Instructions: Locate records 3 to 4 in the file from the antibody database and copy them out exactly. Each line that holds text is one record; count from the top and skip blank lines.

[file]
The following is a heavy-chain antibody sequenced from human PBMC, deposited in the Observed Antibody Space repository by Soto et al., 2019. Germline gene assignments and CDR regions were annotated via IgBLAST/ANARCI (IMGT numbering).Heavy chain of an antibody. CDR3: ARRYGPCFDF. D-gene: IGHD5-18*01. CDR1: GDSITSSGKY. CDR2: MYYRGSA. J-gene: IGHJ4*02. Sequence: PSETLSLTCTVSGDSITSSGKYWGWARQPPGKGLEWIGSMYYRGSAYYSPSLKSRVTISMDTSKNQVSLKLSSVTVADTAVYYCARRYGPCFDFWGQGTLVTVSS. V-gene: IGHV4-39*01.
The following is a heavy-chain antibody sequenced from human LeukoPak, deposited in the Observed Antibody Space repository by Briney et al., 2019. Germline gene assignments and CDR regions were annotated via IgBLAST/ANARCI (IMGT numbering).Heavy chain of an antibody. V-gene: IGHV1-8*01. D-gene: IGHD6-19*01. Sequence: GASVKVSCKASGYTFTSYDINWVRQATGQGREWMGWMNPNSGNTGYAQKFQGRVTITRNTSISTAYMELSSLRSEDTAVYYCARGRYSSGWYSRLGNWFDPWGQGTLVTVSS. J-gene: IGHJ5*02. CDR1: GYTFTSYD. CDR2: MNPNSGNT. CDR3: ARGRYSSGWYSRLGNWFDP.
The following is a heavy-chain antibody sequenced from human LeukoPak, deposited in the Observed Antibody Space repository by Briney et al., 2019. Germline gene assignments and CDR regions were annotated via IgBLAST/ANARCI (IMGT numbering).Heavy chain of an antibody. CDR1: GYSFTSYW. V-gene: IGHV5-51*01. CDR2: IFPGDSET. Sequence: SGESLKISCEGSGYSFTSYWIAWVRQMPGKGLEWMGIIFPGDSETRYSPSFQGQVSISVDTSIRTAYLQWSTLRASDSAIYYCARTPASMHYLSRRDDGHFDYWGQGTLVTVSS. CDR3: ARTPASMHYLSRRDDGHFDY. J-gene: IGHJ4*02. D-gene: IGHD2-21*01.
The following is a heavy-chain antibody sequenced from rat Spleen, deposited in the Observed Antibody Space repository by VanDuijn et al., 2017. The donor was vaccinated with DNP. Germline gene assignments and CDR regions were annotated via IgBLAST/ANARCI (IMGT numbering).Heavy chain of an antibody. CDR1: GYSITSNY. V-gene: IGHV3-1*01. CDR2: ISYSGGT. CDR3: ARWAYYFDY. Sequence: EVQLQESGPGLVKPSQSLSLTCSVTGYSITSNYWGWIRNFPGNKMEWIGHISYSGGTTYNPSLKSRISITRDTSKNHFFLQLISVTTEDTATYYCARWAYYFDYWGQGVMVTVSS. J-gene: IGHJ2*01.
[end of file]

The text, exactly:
The following is a heavy-chain antibody sequenced from human LeukoPak, deposited in the Observed Antibody Space repository by Briney et al., 2019. Germline gene assignments and CDR regions were annotated via IgBLAST/ANARCI (IMGT numbering).Heavy chain of an antibody. CDR1: GYSFTSYW. V-gene: IGHV5-51*01. CDR2: IFPGDSET. Sequence: SGESLKISCEGSGYSFTSYWIAWVRQMPGKGLEWMGIIFPGDSETRYSPSFQGQVSISVDTSIRTAYLQWSTLRASDSAIYYCARTPASMHYLSRRDDGHFDYWGQGTLVTVSS. CDR3: ARTPASMHYLSRRDDGHFDY. J-gene: IGHJ4*02. D-gene: IGHD2-21*01.
The following is a heavy-chain antibody sequenced from rat Spleen, deposited in the Observed Antibody Space repository by VanDuijn et al., 2017. The donor was vaccinated with DNP. Germline gene assignments and CDR regions were annotated via IgBLAST/ANARCI (IMGT numbering).Heavy chain of an antibody. CDR1: GYSITSNY. V-gene: IGHV3-1*01. CDR2: ISYSGGT. CDR3: ARWAYYFDY. Sequence: EVQLQESGPGLVKPSQSLSLTCSVTGYSITSNYWGWIRNFPGNKMEWIGHISYSGGTTYNPSLKSRISITRDTSKNHFFLQLISVTTEDTATYYCARWAYYFDYWGQGVMVTVSS. J-gene: IGHJ2*01.